Pilot program set to build Codman Square playground

A few legal matters are all that remain between neighbors of a vacant lot on Elmhurst Street and the playground they've envisioned there for more than ten years.

"I started when I had no kids," said Paul Malkemes, who lives in the Codman Square neighborhood and works at Boston Project Ministries a few doors down from the lot. "Now, I have three girls and still no park."

A short walk to a neighborhood on the other side of Talbot Ave., and another group of neighbors with park dreams can be found. Paul Darby has been after the city to build a park between Spencer and Whitfield streets for over 30 years.

"It started with [Mayor] Kevin White," said Darby. "I can't go to meetings anymore because I'm sick of talking about it." Darby also started before his kids were born. They're past college age now, at 23, 24 and 28 years old. "Show me that it's going to be done and I'm there."

Thanks to a broader effort from the Trust for Public Land (TPL) called Neighborhood Backyards, both groups might someday realize their dreams. The Elmhurst group has raised over $200,000 for their plan with TPL's help, and when they reach the $250,000 level, which includes the estimated cost of the park's construction and a $50,000 maintenance endowment that would go to the Parks Department, Malkemes said they plan to keep on raising money to cover the Spencer-Whitfield project.

As it stands now, the city's Department of Neighborhood Development (DND) owns both lots. DND and the Parks Department are currently reviewing a proposed memorandum of understanding between DND, Parks and TPL, which would transfer the 27-35 Elmhurst to the Parks Dept. after the park is completed. A small part of the parcel owned by the Boston Redevelopment Authority is complicating the process.

"We're finalizing the agreement. There's still some word-smithing going on, but I'm hoping to get it done this month," said city parks commissioner Antonia Pollak.

The design has already been drawn up, so when the memorandum is signed, the neighbors and TPL will put the construction job out to bid. The job could be completed as early as next spring, said Malkemes.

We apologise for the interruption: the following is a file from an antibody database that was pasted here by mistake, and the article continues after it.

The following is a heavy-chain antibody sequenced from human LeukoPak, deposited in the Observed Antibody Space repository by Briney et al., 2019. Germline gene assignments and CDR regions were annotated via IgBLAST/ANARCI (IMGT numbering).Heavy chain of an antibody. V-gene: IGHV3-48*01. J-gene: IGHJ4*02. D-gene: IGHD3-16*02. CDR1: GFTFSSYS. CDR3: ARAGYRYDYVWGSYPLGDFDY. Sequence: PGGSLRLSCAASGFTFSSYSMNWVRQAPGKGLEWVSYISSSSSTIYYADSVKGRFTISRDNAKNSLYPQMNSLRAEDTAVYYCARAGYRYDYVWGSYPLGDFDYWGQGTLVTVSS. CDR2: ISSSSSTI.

"We're hoping this can be a model for the city," said Daria Ovide, who manages Neighborhood Backyards for TPL. "Parks are kind of the step-child of land use in the city. They don't increase the tax rolls and they incur costs like maintenance, but they are a public investment that leverages private investment."

Parks can provide a focus for neighborhood groups and, by extension, improve public safety and property values, said Ovide. But increasing those values affects property taxes, and higher taxes have the potential to displace low-income residents.

Originally, the neighborhood considered modeling ownership of the park on the model of a community garden, but insurance rates for liability on playgrounds are prohibitive and coordinating maintenance might have proved difficult. Because the city insures itself and already runs a parks maintenance program, the current arrangement is more sustainable.

Before getting behind the Elmhurst playground idea, the Backyards program analyzed geographic and demographic data from all over the city to discover where parks and playgrounds are truly needed. They looked at density, the proportion of families below the poverty line, and concentrations of children under 18 and people of color.

"We take that info and then draw a radius around each existing park, either one-quarter or one-half mile depending on the park's size," said Ovide. "Places that don't fall into that buffer are places that aren't serviced by parks."

Then the group considers the existing opportunities for new parks, things like available vacant land or small parks that could be expanded. A number of neighborhoods in Dorchester were highlighted in this process, said Ovide, including parts of Bowdoin-Geneva, and the neighborhoods north and south of Franklin Field, between Blue Hill Avenue and Washington Street.

To make a donation or get more information, call TPL at 367-6200 or find the Parks for People New England webpage at tpl.org.